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No More Kids’ Meals: Children Who Eat the Same Meals as Adults Have Better Diets

Update Date: Apr 25, 2013 12:20 PM EDT

It is commonly stated that family meals help maintain positive eating habits among children. However, a recent study debunks that long-held finding. Instead, Valeria Skafida from the Center for Research on Families and Relationships says that it is less important with whom children eat and it is more important what they eat. Her study found that children who ate the same meals as adults tended to have superior eating habits.

Many young children do not like to eat the same food as adults. These picky eaters have qualms about eating everything from carrots to quinoa. For many parents, the easy solution is to simply fix a child's alternative to the meal that the adults are eating; in fact, 29 percent of children involved in the study never or only sometimes ate the same meal as their parents. However, the study suggests that these children's meals may do more harm than good. Ms. Skafida found that children who ate separate meals were less likely to eat fruits and vegetables and more likely to consume a great deal of salt.

According to The Herald, the study was conducted by examining the eating habits of 2,332 five-year-old children in Scotland. The children selected for the study were so young because most studies on eating habits had looked at those of older children, for whom eating habits had already been ingrained. The children's diets were analyzed by examining how often the kids ate fruits, vegetables, chips, sweets, soda and whether they snacked between meals.

The study found that eating family meals were less important than what they ate. The researcher found that children who ate the same meals as their parents had diets that were better. She says that kids' meals tend to lack nutritional quality - something that can be reflected in kids' meals in restaurants as well.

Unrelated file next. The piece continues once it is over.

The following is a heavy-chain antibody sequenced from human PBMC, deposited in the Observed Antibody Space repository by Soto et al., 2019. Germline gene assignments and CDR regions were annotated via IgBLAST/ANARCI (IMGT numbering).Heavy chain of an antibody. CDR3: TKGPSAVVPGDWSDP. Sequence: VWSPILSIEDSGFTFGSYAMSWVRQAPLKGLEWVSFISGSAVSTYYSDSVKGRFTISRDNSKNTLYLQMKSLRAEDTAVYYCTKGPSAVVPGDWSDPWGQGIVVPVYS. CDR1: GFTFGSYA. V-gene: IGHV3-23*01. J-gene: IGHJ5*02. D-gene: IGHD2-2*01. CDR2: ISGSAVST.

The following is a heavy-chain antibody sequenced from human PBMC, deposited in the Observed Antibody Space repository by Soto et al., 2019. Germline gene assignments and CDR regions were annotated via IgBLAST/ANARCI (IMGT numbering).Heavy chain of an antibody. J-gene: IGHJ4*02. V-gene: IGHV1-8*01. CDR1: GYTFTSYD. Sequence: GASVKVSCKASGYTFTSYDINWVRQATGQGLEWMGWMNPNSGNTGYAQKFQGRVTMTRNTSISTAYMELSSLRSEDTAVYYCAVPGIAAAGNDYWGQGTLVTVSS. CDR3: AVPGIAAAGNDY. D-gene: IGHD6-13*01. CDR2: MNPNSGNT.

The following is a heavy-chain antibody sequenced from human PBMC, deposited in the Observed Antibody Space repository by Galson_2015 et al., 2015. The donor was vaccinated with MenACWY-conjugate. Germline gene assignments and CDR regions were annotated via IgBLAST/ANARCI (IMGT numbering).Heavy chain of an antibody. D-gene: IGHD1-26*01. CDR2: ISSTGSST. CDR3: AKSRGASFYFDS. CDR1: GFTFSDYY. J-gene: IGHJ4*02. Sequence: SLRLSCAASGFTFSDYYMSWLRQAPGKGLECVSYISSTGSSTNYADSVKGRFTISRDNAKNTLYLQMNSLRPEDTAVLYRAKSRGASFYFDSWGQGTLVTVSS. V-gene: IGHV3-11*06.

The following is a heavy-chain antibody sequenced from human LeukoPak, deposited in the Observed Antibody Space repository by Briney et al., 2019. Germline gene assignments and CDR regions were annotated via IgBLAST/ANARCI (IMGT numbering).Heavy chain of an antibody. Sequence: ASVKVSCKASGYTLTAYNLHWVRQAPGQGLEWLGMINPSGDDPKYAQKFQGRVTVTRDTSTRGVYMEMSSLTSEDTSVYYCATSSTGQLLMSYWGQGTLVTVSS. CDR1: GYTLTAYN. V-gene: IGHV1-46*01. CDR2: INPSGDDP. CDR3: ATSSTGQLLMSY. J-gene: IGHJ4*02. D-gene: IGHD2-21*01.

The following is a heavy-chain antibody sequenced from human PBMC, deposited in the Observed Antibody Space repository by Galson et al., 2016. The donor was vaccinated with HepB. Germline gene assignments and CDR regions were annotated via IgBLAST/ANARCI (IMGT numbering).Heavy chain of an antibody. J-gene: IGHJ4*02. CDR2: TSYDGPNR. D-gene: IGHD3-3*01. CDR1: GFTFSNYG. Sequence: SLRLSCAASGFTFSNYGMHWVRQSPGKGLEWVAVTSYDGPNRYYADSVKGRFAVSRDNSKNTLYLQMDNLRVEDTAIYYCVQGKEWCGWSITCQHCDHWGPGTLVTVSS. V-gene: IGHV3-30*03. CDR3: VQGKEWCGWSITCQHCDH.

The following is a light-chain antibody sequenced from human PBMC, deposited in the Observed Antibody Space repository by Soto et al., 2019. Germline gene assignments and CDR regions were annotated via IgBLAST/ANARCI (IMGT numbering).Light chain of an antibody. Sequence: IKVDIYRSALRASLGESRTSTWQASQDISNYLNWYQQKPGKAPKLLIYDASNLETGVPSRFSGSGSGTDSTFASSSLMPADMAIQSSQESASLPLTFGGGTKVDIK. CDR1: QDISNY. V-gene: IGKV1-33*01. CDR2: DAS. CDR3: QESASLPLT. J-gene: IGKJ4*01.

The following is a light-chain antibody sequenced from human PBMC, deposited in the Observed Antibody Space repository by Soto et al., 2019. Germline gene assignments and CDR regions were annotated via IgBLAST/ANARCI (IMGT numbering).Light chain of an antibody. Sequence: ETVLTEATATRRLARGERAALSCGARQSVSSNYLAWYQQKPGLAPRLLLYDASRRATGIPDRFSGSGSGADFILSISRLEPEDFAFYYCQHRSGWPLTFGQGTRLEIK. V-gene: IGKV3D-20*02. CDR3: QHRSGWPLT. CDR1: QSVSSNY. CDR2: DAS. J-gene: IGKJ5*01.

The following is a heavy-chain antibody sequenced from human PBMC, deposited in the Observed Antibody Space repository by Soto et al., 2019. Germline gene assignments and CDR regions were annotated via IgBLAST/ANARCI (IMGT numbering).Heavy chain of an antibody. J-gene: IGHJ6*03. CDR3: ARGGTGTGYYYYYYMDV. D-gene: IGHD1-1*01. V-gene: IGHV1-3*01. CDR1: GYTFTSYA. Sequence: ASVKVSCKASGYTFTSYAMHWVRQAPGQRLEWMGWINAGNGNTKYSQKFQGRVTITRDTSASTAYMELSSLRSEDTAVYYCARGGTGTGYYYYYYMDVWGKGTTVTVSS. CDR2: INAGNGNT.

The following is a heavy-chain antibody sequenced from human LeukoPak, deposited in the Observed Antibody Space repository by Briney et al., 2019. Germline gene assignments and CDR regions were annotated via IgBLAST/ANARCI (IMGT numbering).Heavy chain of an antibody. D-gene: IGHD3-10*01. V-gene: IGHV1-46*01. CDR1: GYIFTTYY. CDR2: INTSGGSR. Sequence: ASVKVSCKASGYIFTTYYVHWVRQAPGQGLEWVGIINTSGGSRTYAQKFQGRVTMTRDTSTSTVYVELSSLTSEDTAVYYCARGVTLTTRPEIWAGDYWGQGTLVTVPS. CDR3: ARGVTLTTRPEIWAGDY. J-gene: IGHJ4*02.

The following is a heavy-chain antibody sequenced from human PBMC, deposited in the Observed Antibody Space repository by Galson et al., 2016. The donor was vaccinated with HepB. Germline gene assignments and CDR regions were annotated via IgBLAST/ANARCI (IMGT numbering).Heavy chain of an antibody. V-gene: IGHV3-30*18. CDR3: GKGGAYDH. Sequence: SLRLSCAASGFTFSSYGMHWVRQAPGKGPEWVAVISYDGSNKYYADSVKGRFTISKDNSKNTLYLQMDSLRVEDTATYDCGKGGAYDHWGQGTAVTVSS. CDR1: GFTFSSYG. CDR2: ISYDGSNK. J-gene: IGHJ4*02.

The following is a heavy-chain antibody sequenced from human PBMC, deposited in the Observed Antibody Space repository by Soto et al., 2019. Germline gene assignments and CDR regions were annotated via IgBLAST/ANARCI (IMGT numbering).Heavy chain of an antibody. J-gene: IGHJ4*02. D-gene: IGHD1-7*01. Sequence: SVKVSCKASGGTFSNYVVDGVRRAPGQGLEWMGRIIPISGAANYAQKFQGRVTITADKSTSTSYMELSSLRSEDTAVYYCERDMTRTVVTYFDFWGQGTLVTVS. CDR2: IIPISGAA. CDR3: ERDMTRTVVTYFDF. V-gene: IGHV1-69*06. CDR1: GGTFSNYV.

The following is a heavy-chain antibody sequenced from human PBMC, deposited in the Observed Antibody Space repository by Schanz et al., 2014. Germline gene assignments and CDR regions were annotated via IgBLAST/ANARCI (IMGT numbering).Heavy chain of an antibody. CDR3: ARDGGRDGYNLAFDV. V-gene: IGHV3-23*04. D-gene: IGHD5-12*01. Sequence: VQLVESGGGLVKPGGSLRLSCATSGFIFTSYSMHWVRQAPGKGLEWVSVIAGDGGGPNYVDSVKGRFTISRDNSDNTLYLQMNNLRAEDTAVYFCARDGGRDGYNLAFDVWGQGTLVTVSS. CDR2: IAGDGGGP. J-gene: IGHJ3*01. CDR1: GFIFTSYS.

"A variety of factors may explain why these meal habits are important," Ms. Skafida writes. "The detrimental effects of frequent snacking could be related to the fact that snacks often involve nutritionally poor foods compared to meals...It could also be that frequent snacking, fewer family meals and less regular meal times, are indicative of poor parental control and a lack of routine and structure in disciplining children. Eating in a room not traditionally associated with the consumption of a meal, such as the living room or a bedroom was linked to poorer dietary quality, but this could be reflective of material poverty, such as living in smaller homes with no designated dining space. It could also be that children who eat in non meal-specific spaces are simultaneously exposed to the TV (e.g. in a living room or bedroom) which in itself is associated with poorer diets in children."

The study was published in the journal Sociology of Health and Illness.

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